Overcoming Mental Health Referral Barriersadmin2023-06-12T22:09:56+00:00
Case Study: Lydia’s Journey to Access Mental Health Support
This case study discusses the challenges faced by Lydia, an 18-year-old female. She has long-standing depression and anxiety issues, self-harming behaviour, and Autism Spectrum Disorder (ASD). She sought help from the Child and Young Person’s (CYP) Primary Wellbeing Practitioner (PWP). After being unable to attend her first webinar and scoring within the severe range on both PHQ9 and GAD7.
Lydia struggled to transition from Child and Adolescent Mental Health Services (CAMHS) to adult mental health services as she felt the abrupt end to psychological support. She had been self-harming and struggling with depression and anxiety symptoms for a long time. During her conversation with the PWP, Lydia disclosed that she had been groomed and raped four weeks before. As a result, she experienced flashbacks, nightmares, and intense anxiety when outside her house.
Challenges and Solutions:
A referral to Hillingdon Improving Access to Psychological Therapies (IAPT) service was unsuccessful as adult mental health services were supporting her. However, the adult mental health service could only offer psychiatric consultation for medication management, not psychological support.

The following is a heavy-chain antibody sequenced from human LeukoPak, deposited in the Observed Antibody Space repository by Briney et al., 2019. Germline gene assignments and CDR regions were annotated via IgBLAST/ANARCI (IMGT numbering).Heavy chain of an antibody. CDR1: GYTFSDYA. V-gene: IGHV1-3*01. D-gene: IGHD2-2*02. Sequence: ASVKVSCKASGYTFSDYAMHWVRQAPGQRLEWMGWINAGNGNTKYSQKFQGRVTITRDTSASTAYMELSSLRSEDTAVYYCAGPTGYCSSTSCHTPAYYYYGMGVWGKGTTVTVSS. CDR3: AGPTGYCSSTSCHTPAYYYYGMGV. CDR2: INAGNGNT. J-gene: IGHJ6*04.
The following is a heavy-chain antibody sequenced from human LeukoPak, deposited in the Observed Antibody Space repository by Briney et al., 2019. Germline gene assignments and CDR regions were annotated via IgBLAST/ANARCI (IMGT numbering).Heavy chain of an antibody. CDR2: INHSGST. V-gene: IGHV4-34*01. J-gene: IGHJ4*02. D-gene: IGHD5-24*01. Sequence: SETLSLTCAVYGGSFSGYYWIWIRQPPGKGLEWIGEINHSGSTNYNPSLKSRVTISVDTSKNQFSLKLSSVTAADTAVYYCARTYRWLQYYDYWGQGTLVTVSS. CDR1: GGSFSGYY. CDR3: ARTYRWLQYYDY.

She was referred to the London Survivors Gateway for specialised support following the rape. Still, she was denied support due to her high risk of self-harming behaviour and was encouraged to be referred to a home treatment and crisis team instead.
Lydia had previously worked with the crisis team immediately after reporting the incident to the police. Her risk decreased after several days of support, and she was discharged.
Lydia was then referred to Solace Women’s Aid. Still, she was informed that she would need to wait four months for the initial assessment. The was also a possible delay of an additional eight months for psychological support due to the high demand due to the Covid-19 pandemic.
Lydia was encouraged to continue attending HYPT wellbeing webinars, but due to being excessively distressed, she found it challenging to engage in the sessions.
Lydia’s experience highlights several important areas for consideration. Firstly the lack of continuity of care during the transition from CAMHS to adult mental health services. The rigid risk-related criteria leads to young persons being deemed too high risk for some services while the insufficient risk for others. Plus, the need for procedures to be in place to manage potential risk and safeguarding-related issues. Despite the challenges, Lydia was supported by HYPT and continued to receive ongoing support.